Did you notice the “Implementation Guide”? Looks like they want to implement The Story as the only version for use in your church! After all, you can’t just have people here and there using this version; we need curriculum for indoctrinating all ages into a dumbed-down version of the Bible.
Then we have also available:
Exploring the Story, by Adam T. Barr. This is “A Reference Companion”
Exploring the Story, by Adam T. Barr. This is “A Reference Companion”
The Heart of the Story, by Randy Frazee
The Story of Jesus, NIV
Finally, if you order $250 or more worth of The Story merchandise, they will send you free of charge Max Locado’s “God’s Story, Your Story,” billed as a “Six-session Church Campaign and Small Group Curriculum.” This set includes,
“God’s Story, Your Story” in hardcover
DVD with video teachings, sermon resources and promotional material
Getting Started Guide
All this information is in a Zondervan catalog I received in the mail.
So why do we need this Bible version? Are our pastors and teachers that lacking in ability to teach from the Word of God without curriculums and programs? Isn’t the NIV readable enough as it is that it doesn’t need to be made into gimmicks to draw an audience? How in the world were we able to reach people, including the youth, in times past without all the new gimmicks? Cultures change, but people don’t, so what purpose does this version serve other than to bring more gold into Zondervan’s till?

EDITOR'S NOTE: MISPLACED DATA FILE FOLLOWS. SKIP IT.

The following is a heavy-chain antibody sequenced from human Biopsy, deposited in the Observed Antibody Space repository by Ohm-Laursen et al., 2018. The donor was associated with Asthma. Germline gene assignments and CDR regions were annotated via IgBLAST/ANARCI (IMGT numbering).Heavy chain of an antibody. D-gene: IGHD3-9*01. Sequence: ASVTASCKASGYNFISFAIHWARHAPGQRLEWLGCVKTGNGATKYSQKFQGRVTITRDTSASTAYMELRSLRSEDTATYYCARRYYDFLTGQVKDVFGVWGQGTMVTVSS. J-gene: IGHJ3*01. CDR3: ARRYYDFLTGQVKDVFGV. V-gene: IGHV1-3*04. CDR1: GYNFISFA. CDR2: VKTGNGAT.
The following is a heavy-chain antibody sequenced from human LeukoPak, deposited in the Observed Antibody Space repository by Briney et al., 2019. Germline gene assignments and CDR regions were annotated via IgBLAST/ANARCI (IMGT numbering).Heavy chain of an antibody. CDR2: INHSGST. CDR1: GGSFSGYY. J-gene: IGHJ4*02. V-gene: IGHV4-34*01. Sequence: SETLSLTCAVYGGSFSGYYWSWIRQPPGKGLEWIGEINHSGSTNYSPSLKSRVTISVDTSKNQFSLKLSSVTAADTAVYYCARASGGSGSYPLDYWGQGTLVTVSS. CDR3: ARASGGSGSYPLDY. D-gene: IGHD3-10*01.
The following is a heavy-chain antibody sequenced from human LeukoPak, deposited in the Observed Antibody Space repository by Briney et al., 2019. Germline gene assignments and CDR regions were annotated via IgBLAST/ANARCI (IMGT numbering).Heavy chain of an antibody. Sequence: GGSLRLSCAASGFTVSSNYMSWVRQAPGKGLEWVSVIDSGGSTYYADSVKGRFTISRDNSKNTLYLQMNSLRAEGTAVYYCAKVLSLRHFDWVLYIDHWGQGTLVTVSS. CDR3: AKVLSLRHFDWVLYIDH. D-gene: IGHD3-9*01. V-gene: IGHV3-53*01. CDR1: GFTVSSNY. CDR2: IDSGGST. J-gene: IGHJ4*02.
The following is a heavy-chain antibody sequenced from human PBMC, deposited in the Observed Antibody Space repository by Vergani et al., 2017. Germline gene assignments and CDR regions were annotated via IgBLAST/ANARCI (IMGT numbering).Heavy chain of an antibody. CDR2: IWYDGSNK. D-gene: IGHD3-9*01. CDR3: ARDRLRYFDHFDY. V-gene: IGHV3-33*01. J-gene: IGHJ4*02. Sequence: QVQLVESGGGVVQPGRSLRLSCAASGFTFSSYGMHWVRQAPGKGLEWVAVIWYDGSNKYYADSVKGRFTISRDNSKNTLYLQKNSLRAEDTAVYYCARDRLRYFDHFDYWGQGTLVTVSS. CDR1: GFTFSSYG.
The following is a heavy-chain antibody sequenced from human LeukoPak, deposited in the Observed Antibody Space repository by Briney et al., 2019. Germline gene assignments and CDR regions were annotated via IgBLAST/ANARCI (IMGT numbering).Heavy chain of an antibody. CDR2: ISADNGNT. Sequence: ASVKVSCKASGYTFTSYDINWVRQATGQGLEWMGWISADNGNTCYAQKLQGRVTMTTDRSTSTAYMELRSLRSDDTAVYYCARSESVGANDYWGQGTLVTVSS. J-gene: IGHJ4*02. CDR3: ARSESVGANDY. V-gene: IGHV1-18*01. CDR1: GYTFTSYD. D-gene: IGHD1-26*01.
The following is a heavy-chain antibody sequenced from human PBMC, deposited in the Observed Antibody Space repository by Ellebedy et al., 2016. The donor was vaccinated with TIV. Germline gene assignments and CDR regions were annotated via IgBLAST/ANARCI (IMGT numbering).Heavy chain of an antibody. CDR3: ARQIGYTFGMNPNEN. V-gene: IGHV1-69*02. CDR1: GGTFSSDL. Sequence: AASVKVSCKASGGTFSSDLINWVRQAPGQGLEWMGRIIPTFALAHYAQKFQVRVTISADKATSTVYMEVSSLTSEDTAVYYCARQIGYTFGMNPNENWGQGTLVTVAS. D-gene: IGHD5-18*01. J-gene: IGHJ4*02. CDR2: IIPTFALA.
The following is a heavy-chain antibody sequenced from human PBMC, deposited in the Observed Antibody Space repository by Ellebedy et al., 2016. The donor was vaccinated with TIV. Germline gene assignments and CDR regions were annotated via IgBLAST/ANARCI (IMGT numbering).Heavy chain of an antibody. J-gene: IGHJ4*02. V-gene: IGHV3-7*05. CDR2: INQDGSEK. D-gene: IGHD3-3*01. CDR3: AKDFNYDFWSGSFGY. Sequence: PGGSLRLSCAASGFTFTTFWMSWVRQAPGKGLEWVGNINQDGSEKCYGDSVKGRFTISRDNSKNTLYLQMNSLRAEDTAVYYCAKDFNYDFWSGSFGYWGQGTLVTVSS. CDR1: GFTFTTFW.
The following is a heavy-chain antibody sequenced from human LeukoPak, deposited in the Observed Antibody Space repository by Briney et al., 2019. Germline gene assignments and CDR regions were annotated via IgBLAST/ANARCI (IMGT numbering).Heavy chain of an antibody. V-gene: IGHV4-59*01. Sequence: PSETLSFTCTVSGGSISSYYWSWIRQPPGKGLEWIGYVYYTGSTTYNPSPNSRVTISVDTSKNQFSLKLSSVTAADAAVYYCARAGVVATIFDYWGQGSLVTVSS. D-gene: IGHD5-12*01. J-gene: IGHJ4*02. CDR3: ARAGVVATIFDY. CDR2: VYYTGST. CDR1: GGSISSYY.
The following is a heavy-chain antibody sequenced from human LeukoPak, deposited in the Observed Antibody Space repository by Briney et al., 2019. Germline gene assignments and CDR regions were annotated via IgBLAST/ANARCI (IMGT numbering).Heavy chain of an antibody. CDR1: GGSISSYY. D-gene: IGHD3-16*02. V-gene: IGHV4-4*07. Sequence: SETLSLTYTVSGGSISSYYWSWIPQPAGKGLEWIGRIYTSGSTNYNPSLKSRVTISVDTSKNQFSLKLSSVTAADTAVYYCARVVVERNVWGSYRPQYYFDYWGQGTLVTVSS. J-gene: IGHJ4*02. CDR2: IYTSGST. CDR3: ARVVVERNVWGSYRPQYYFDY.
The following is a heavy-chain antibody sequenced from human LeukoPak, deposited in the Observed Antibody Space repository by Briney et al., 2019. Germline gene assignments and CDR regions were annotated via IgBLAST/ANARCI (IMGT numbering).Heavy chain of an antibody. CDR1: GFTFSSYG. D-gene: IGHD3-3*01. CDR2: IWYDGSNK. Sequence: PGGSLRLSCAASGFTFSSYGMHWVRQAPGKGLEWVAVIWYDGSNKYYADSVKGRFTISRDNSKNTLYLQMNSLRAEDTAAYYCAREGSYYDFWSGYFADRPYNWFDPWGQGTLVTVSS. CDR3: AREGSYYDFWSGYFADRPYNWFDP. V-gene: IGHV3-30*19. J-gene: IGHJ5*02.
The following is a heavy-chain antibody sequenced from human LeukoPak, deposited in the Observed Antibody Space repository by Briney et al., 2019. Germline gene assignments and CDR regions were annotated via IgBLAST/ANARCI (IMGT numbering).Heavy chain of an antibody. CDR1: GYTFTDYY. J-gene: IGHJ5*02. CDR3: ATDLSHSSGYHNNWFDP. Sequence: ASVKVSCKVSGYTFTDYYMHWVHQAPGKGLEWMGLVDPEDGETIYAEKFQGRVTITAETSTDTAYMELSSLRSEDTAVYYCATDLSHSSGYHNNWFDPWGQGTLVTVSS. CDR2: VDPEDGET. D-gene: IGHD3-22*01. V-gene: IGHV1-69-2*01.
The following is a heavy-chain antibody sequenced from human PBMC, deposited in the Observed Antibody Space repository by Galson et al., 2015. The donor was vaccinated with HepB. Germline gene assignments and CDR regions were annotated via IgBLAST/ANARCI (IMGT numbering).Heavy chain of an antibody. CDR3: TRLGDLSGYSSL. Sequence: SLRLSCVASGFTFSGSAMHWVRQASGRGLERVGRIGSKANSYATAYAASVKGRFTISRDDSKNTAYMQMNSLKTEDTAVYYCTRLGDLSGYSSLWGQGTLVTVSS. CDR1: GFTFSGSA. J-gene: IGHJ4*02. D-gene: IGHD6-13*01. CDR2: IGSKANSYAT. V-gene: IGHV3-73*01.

Well, I guess I’d much rather see this one in public instead of “The Message.”
Saturday, January 14, 2012
More information about the “Code Orange” so-called revival. Erin has an excellent article exposing James MacDonald’s downward drift into apostasy by who he associates with and the garbage he is promoting. I can no longer recommend him for anything.